Such studies contribute significantly to our understanding of the salience of the various response determinants on overall customer satisfaction judgments. However, they suffer from a common limitation, that is, they each address only one source of heterogeneity, and remain silent on the other. In reality, both of these sources are potentially important. On the one hand, attribute performance is essential in the measurement of customer satisfaction. For marketers, it is at the attribute level that they must make strategic decisions (Mittal et al 1998). For customers, they are more likely to render evaluations of their post-purchase experiences of satisfaction at an attribute level rather than at the product/service level (Westbrook and Oliver 1991). This fact is why most applied satisfaction studies frequently assess evaluations of determinants of the satisfaction (e.g., performance, expectation, disconfirmation, etc.) at the attribute level, rather than at the product level. On the other hand, consumers may differ in their evaluation of different attributes. As discussed in the restaurant setting, a satisfied aspect of a product or service for one customer can also be the dissatisfied aspect for another customer for the same product. With two people dinning in the same restaurant, one may be satisfied with both the food and the services, while the other may be satisfied with the services but dissatisfied with the food.

In this article, we propose a new latent structure MDS model that jointly represents both types of heterogeneity in such customer satisfaction studies. This proposed spatial methodology constitutes a methodological contribution to the marketing and statistics literatures in several ways. First, our model accommodates both sources of customer heterogeneity by jointly considering heterogeneity (at the derived market segment level) stemming from both individual customer differences and differing attribute performance. Compared to Oliver and DeSarbo (1988), our proposed latent structure MDS model has three important advantages: 1) the model does not require repeated measures from each consumer; 2) the proposed latent structure methodology is the only one in existence that is satisfaction theory based, unlike the cluster analysis utilized there; and, 3) our latent mixture specification makes the estimation of our model more efficient than the two-step method employed in their approach (cf. DeSarbo, Manrai, and Manrai 1994 for a critique of such two-step nanve approaches). Finally, an application to consumer trade show satisfaction data is presented.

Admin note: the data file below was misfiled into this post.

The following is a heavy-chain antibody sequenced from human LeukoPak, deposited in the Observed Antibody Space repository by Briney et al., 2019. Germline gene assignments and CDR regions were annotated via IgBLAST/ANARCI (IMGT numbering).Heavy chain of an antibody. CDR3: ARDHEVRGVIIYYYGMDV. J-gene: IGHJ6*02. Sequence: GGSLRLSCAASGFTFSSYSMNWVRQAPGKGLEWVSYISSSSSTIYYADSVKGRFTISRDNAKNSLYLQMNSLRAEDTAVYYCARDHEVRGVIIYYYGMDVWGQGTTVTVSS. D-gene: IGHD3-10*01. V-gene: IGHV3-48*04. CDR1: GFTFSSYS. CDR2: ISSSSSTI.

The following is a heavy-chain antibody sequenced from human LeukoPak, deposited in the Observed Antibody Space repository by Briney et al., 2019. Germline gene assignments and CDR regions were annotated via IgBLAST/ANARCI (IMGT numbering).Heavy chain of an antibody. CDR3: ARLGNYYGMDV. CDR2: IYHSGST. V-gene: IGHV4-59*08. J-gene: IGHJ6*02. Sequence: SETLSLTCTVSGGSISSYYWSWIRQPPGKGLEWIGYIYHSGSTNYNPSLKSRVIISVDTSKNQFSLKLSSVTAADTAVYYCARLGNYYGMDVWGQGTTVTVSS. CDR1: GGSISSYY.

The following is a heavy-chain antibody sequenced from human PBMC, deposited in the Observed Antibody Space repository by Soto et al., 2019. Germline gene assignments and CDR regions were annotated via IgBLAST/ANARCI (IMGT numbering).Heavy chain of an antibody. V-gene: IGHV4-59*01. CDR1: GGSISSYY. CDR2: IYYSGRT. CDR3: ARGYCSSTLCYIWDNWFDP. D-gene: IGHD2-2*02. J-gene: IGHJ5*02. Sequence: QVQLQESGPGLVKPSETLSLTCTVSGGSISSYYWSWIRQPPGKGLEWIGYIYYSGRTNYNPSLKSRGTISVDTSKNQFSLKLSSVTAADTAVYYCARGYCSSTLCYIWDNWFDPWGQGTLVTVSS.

REFERENCES

Anderson, Engene W., Claes Fornell, and Donald R. Lehmann (1994), "Customer Satisfaction, Market Share, and Profitbility: Findings From Sweden," Journal of Marketing, 59 (July), 53-66.

Churchill, A. Gilbert Jr. and Carol Surprenant (1982), "An Investigation Into the Determinants of Customer Satisfaction," Journal of Marketing Research, 19 (November), 491-504.

DeSarbo, S. Wayne, Ajay K. Manrai and Lalita A. Manrai (1994)," Latent Class Multidimensional Scaling: A Review of Recent Developments in the Marketing and Psychometric Literature," in Advanced Methods of Marketing Research, ed. R. P. Bagozzi, Oxford: Blackwell.

Kopalle, Praveen K. and Donald R. Lehmann (2001), "Strategic Management of Expectations: The Role of Disconfirmation Sensitivity and Perfectionism," Journal of Marketing Research, XXXVIII (August), 386-394.

Oliver, Richard(1980), "A Cognitive Model of the Antecedents and Consequences of Satisfaction Decisions," Journal of Marketing Research, 17 (November), 460-469.

Oliver, Richard and Wayne S. DeSarbo (1988), " Response Determinants in Satisfaction Judgements," Journal of Consumer Research, 14 (March), 495-507.

Mittal, Vikas, William T. Toss, Jr., and Patrick M. Baldasare (1998), "The Asymmetric Impact of Negative and Positive Attribute-Level Performance on Overall Satisfaction and Repurchase Intentions," Journal of Marketing, 62 (January), 33-47.

Spreng, Richard A., Scott B. MacKenzie, and Richard W. Olshavsky (1996), "A Reexamination of the Determinants of Consumer Satisfaction," Journal of Marketing, 60 (July), 15-32.

Westbrook, Robert A. and Richard L. Oliver (1991), "The Dimensionality of Consumption Emotion Patterns and Customer Satisfaction," Journal of Consumer Research, 18 (1), 84-91.

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Authors

Jianan Wu, Tulane University, USA
Wayne S. DeSarbo, The Pennsylvania State University, USA
Pu-Ju Chen, The Pennsylvania State University, USA
Yao-Yi Fu, California State University, USA,



Volume

AP - Asia Pacific Advances in Consumer Research Volume 5 | 2002